The Red Sox tradition of playing a morning game on Patriots Day is getting tweaked for 2007. With the start of the Boston Marathon pushed up to 10 a.m., the Sox have obtained permission from Major League Baseball and the players' union to start their Patriots Day game, traditionally an 11:05 start, an hour earlier.
Sox spokesman John Blake said a final determination of the start time has not yet been made, allowing for the possibility that the game could begin at 10:30. On the team's website, the start time is still listed as to be determined. But it appears likely that the game against the Los Angeles Angels of Anaheim will begin at 10 a.m.
But both Katy Feeney, MLB's senior vice president for scheduling and club relations, and Gene Orza, chief operating officer for the union, said yesterday that they'd signed off on the game starting as early as 10, with one stipulation: The previous afternoon's game must begin no later than 1:05. The Angels will be broadcasting the Monday game back to the West Coast at 7 a.m., giving their fans the novelty of listening to a ballgame during the morning rush hour.
The Angels have never played the Sox on Patriots Day.
"While we aren't 100 percent certain, we're fairly confident this will be our first 7 a.m. start in club annals, albeit on the East Coast," said Tim Mead, the Angels' vice president of media relations.
Feeney said MLB received a letter from Boston city officials explaining the need for the earlier start, which is why MLB was willing to grant the waiver, once the players' union also signed off on the deal.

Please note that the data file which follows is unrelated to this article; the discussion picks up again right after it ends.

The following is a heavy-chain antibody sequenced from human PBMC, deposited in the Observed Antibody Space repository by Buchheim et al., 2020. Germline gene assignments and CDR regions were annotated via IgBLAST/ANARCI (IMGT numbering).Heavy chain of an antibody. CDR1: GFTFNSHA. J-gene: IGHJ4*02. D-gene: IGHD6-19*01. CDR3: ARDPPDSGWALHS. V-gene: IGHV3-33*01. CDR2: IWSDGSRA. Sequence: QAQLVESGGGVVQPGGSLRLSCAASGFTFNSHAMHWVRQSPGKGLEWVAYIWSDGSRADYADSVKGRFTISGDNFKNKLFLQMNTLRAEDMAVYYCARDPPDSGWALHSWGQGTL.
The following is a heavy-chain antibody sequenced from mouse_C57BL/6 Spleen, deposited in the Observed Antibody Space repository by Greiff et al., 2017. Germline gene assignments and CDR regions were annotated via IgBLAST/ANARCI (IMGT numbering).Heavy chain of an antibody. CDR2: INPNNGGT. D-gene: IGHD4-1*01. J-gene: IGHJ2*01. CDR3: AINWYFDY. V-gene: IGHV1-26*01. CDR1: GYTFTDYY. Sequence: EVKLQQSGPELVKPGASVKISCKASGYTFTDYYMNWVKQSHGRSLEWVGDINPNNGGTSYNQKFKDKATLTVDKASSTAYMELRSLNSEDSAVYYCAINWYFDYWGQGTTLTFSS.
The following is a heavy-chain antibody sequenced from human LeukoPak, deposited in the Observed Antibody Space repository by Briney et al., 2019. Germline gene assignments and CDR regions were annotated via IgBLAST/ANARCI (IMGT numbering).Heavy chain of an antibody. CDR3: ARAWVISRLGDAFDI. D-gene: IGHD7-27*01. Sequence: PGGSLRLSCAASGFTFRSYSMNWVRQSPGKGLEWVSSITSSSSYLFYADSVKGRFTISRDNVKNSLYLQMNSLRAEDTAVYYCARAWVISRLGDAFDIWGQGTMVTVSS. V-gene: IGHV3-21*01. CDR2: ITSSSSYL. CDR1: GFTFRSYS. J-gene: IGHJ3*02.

"I guess they'll be serving scrambled eggs," said Feeney, noting that the Angels, who are returning to the West Coast after the game, probably won't mind the earlier start because they'll get a head start going home.
The Sox have played at home on Patriots Day every year since 1961, with the exception of 1965 and '67 (offdays), and 1995 (work stoppage).
General manager Theo Epstein continued in his effort to gain the Sox additional protection in their five-year, $70 million deal with outfielder J.D. Drew, who remains a free agent pending the resolution of contract language. Epstein, according to a source familiar with negotiations, is trying to induce Drew's agent, Scott Boras, to agree to language that would give the Sox some relief in the last two years of the deal if Drew is unable to meet certain performance requirements because of his surgically repaired right shoulder . . . Keith Foulke, closer on the 2004 World Series champions, is expected to sign with a team today, but it won't be the Red Sox. The free agent could be close to striking a deal with Cleveland.
Gordon Edes can be reached at firstname.lastname@example.org.